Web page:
Rudolf Serkin

Rudolf Serkin


Rudolf Serkin
Music: West side of the 1700 block of Vine Street
Classical Musician
Born March 28, 1903 in Bohemia, Czech Republic
Died May 9, 1991 of cancer in Guilford, VT

Rudolf Serkin — with Artur Rubinstein and Vladimir Horowitz — was the last of the European-born troika of keyboard geniuses who set performing and aesthetic standards that their younger contemporaries still are emulating.

Though not as flamboyant a stage presence as either Rubinstein or Horowitz he nonetheless was an essential and peerless artist, capable of exerting all the inherent forces in Beethoven yet coaxing warmth and nuances from Schubert and Brahms.

His debut came as guest artist with the Vienna Symphony. He was acclaimed by critics and patrons but his parents turned away prospective managers and insisted that the boy continue to live and study at home.

At age 17 he had a chance meeting at a train station with Adolf Busch, the famed violinist. Busch auditioned him and encouraged the youth to move into his home in Berlin, a city that offered a greater selection of teachers. The Serkins judged Busch a proper influence for their son and agreed to let him accept the older man's hospitality.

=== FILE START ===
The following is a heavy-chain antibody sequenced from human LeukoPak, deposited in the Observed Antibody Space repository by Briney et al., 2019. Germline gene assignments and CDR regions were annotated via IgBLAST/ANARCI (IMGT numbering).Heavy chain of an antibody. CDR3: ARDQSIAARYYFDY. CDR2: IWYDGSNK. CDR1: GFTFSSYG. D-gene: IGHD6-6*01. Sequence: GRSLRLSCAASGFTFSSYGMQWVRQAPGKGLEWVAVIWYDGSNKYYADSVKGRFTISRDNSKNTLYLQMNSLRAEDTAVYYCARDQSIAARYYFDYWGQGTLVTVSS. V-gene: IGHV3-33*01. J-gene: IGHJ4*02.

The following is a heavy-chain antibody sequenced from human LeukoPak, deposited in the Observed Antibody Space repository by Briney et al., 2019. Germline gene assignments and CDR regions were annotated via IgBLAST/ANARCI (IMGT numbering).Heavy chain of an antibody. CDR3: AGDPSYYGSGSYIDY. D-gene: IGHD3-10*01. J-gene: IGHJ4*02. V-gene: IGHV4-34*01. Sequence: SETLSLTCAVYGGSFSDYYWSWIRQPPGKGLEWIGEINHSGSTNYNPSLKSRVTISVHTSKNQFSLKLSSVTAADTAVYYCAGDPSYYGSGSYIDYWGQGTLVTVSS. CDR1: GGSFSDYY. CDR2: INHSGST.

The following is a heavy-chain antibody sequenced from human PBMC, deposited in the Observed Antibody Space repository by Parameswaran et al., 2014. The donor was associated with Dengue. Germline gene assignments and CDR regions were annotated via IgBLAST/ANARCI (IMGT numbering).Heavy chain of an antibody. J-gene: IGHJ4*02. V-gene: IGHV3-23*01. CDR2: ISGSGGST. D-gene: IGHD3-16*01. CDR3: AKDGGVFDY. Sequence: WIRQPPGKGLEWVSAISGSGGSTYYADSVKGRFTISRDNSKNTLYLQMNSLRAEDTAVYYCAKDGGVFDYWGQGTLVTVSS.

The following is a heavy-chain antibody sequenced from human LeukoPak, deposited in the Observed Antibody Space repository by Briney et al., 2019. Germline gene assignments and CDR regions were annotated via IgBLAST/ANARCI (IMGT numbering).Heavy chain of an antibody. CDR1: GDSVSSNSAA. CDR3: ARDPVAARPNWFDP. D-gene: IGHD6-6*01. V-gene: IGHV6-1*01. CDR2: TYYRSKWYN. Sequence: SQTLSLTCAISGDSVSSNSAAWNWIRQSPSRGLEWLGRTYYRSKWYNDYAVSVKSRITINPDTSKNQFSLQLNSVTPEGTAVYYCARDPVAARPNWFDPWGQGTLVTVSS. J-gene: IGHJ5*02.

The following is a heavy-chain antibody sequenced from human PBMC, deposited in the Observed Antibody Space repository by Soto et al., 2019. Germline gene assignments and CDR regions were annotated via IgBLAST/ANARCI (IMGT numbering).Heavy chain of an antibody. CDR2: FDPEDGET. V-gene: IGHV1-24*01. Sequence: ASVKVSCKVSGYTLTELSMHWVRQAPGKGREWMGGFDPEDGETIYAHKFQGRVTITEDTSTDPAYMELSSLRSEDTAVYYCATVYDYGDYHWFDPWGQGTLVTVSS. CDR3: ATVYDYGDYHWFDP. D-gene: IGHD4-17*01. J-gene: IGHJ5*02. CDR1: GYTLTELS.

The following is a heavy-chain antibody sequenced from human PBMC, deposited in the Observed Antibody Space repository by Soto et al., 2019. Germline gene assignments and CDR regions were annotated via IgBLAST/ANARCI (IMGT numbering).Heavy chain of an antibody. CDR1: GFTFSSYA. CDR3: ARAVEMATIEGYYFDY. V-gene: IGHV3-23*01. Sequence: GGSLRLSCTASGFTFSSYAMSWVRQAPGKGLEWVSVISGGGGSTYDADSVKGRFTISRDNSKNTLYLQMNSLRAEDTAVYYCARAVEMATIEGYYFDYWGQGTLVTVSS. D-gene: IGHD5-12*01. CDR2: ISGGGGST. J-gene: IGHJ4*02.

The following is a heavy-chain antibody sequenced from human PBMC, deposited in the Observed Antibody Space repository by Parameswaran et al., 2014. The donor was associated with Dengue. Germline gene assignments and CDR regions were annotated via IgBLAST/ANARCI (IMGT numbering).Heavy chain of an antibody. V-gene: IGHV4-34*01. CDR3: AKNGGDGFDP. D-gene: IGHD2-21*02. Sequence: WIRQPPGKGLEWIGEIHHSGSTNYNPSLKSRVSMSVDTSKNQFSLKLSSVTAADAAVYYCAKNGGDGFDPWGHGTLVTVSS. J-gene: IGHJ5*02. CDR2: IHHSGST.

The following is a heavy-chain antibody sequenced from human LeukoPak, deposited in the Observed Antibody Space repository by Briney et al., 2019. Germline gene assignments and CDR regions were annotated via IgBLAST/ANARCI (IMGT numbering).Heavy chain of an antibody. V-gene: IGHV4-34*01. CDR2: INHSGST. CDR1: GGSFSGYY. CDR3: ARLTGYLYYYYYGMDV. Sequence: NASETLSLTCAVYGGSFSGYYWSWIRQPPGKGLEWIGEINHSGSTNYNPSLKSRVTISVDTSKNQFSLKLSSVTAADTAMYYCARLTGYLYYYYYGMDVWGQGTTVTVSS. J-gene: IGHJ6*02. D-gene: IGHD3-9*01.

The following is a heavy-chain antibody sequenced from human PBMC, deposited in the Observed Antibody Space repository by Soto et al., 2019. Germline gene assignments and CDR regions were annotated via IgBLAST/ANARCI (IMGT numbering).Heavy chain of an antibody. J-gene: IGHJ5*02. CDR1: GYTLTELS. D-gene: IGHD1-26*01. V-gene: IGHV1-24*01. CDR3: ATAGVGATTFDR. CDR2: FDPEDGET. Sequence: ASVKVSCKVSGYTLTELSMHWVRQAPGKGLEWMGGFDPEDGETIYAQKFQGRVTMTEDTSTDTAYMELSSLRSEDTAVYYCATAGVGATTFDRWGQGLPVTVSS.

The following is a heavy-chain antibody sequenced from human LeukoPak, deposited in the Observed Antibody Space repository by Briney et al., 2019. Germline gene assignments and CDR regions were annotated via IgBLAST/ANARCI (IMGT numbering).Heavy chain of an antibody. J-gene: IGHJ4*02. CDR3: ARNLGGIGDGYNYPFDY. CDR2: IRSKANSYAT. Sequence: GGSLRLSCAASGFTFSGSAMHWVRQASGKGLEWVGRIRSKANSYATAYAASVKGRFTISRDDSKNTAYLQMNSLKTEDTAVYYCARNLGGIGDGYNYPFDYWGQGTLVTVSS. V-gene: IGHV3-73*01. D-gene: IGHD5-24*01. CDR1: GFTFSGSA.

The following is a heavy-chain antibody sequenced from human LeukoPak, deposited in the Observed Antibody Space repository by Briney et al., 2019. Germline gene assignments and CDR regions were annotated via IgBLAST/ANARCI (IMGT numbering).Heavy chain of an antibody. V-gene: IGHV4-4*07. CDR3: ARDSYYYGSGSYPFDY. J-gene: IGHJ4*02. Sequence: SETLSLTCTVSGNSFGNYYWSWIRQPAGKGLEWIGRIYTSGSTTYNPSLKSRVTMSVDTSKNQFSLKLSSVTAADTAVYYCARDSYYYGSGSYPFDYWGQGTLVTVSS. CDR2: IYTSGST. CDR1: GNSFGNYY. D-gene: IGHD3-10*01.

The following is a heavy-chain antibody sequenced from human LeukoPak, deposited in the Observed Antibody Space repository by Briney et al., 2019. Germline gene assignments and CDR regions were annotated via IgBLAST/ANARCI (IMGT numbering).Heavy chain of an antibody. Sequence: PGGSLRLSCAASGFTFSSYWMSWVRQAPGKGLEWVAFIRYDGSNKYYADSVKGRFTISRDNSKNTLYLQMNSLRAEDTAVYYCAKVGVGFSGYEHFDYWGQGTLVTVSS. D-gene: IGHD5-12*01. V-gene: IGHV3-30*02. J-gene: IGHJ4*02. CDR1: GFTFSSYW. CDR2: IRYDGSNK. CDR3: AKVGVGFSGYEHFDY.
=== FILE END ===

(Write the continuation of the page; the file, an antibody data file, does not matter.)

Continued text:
Serkin first came to the United States in 1935 to perform with Busch at the Elizabeth Sprague Coolidge Festival in Washington. Within a year, Arturo Toscanini invited him to become a soloist with the New York Philharmonic.

He was guest soloist for his old friend, cellist Pablo Casals, at the festivals Casals established. He expanded his repertory so that by his death he was considered the premier interpreter of composers ranging from Bach to Bartok, and established himself as an artist whose greatest strength lay in the intellectual forces he combined with his talent.

President Lyndon B. Johnson awarded him the Presidential Medal of Freedom in 1967 on the occasion of his 100th performance with the New York Philharmonic. In 1977, he became the first artist invited to perform at the White House by President Jimmy Carter, and in 1981 received Kennedy Center honors, considered the nation's highest official tribute for a performing artist.

His was a lengthy and fabled career that extended from his debut at age 12 in 1915 to his last major concert in 1988.

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